Sadly, while several religious organizations encourage entrepreneurship, there are still many which do not. It is worrisome that some churches still hold church services during working/business hours, failing to teach their members that “faith without work is dead”. No true religion encourages idleness/laziness.
The future of religion and entrepreneurship
As technology permeates almost all facets of life; including religion, religious organisations now leverage technology in their operations, having websites, apps, and other tools at their disposals.
A futuristic projection of how more technological disruptions would be birthed with the help of religion can already be seen in Crossroads Church; a Cincinnati, US-based church -- described as an entrepreneurial church for entrepreneurs -- that adopts the Silicon Valley model.
The church operates as a cradle for business talents, organising pitch and demo events for its members who are budding entrepreneurs. The Crossroads Church has an angel investment unit and a non-profit accelerator program that provides both spiritual and business mentorship for startups.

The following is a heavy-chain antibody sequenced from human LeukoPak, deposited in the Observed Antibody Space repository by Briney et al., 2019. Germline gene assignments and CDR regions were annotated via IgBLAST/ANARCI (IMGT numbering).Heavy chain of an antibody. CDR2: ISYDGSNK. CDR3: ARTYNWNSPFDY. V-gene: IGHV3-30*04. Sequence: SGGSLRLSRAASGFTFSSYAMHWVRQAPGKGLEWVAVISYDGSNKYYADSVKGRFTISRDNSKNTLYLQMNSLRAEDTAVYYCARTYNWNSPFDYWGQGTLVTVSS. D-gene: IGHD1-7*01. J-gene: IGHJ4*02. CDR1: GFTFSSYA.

By adopting this model of encouraging entrepreneurship, the church has been able to attract millennials who make up nearly half of the population of the church.
In Nigeria, churches being run as business ventures is a sensitive issue, therefore, adopting this model may raise a few eyebrows initially. However, if religion would indeed contribute to economic growth in the nearest future, this approach seems like the way to go.
Nigerian churches are already well on their way on this path as seen with the earlier mentioned Covenant Capital and other similar programs by other churches. By not compromising belief, discouraging greed and instilling a godly outlook on entrepreneurship, religious organisations will produce and resource the right kinds of entrepreneurs, contributing immensely to the growth of the Nigerian economy.
On a final note, the role of religion in promoting entrepreneurship cannot be overemphasised, therefore, more religious organisations need to rise up to the occasion and contribute to economic growth by encouraging entrepreneurship in their various consortia.